Tuesday, June 03, 2014

Tripartite motif 5α in news


HIV is one of the most well studied virus in terms of global health. As I have repeated multiple times in this blog, it still haunts the best brains and no absolute cure or preventive measure is available. Except for a handful of cases, where people have demonstrated complete cure, or seem to be never infected. But just to say that as humans never evolved defence strategies against retrovirus is not true. Indeed our cells have restriction factors for multiple steps but virus has its own counter strategy. Indeed HIV has evolutionary advantage in terms of its speed of evolving which we don't have.

The restriction factors so far described include- Cyclophilin A, APOBEC3, TRIM-5α, SAMHD1, Mx-2 and BST-2 (read my previous post here). Of all these TRIM-5α has a special interest. That is because, HIV doesn't produce any factor to counteract its effects yet seems to be not effected by it. In other words Human TRIM-5α seems to be ineffective against HIV. And second, the monkey version of it is too good in defending from HIV. What is the difference?

Fig 1:Structure of the C3HC4 RING
finger domain. Source
    TRIM 5α (Tripartite motif 5α) or RING finger protein 88, was first identified in monkeys. It was demonstrated that expression of RhMTRIM5 ( Rhesus monkey TRIM 5 ) in human cells, which are normally permissive to HIV-1, restricts HIV-1. In human cells the action of TRIM 5α is very bleak. It is known that the TRIM interacts with capsid of the HIV in cytoplasm. TRIM5 spontaneously forms a hexameric protein lattice, which is greatly enhanced in the presence of the capsid lattice structure.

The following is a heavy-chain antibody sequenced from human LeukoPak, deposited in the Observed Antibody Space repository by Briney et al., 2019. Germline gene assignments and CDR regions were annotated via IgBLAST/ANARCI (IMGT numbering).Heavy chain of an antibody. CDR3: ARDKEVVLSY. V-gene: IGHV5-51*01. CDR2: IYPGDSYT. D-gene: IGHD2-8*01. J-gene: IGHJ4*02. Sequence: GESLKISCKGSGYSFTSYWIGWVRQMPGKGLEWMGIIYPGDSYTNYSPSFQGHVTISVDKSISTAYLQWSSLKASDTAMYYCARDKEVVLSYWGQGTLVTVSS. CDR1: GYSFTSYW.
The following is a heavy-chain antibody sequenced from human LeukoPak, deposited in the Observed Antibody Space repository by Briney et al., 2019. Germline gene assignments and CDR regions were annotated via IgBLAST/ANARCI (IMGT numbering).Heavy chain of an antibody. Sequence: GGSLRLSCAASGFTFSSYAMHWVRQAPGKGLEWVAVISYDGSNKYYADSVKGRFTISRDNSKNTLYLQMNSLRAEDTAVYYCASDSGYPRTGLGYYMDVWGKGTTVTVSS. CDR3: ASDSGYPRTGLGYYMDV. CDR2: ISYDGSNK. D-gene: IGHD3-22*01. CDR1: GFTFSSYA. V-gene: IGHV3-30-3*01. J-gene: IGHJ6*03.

RING stands for "Really Interesting New Gene". Many different proteins are known to have structure referred as RING domains which belongs to a super family of zinc finger proteins. They basically contain a Cys3HisCys4 amino acid motif which binds two zinc cations. Their major function is in ubiquitination pathways. The probable role is to bind capsids and subsequently process the capsid to ubiquitination. There is some proof that the capsid is an essential element in importing the PIC (Pre integration complex). That explains how TRIM5 is supposed to be useful. 

   But just as I mentioned, TRIM5α seems to be not efficient enough. The question as to what is the reason for inefficiency is explained in the latest paper in nature. Based on a series of experiments the researchers concluded that the huTRIM5α (Human TRIM5α), was much less stable than the orthologue monkey version. By introducing mutations in B30.2/SPRY  domain (as little as 5 mutation), the stability was increased with better restriction activity.

    But that begs a question. Evolutionarily why did we change the sequence into a less stable factor? I don't have a clear explanation for this question. I have been told that TRIM restricts MLV (Murine Leukemia Virus), with a similar kind of capsid attack approach. It is my belief that probably TRIM5 is an important restriction factor for other retrovirus and HIV being a more recent phenomenon there is a lag.

    This study has set a small opening to look into pharmacological designs to improve the stability of TRIM5α. But that also requires us to understand the mechanism of action and the chemistry of interaction. Oh yes, you would say that we have a new perspective to look at.

Perron MJ, Stremlau M, Lee M, Javanbakht H, Song B, & Sodroski J (2007). The human TRIM5alpha restriction factor mediates accelerated uncoating of the N-tropic murine leukemia virus capsid. Journal of virology, 81 (5), 2138-48 PMID: 17135314

Richardson, M., Guo, L., Xin, F., Yang, X., & Riley, J. (2014). Stabilized Human TRIM5α Protects Human T Cells From HIV-1 Infection Molecular Therapy, 22 (6), 1084-1095 DOI: 10.1038/mt.2014.52

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